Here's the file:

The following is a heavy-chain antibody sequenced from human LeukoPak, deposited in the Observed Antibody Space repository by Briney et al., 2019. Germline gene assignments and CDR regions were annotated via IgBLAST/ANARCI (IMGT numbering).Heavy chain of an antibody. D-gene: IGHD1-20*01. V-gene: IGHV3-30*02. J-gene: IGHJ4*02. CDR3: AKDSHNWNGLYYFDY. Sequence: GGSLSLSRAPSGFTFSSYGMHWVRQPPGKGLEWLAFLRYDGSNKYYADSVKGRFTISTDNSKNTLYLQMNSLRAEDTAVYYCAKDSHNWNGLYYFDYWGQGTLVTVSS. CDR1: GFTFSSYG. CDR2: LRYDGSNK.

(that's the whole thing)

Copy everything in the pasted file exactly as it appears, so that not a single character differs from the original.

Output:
The following is a heavy-chain antibody sequenced from human LeukoPak, deposited in the Observed Antibody Space repository by Briney et al., 2019. Germline gene assignments and CDR regions were annotated via IgBLAST/ANARCI (IMGT numbering).Heavy chain of an antibody. D-gene: IGHD1-20*01. V-gene: IGHV3-30*02. J-gene: IGHJ4*02. CDR3: AKDSHNWNGLYYFDY. Sequence: GGSLSLSRAPSGFTFSSYGMHWVRQPPGKGLEWLAFLRYDGSNKYYADSVKGRFTISTDNSKNTLYLQMNSLRAEDTAVYYCAKDSHNWNGLYYFDYWGQGTLVTVSS. CDR1: GFTFSSYG. CDR2: LRYDGSNK.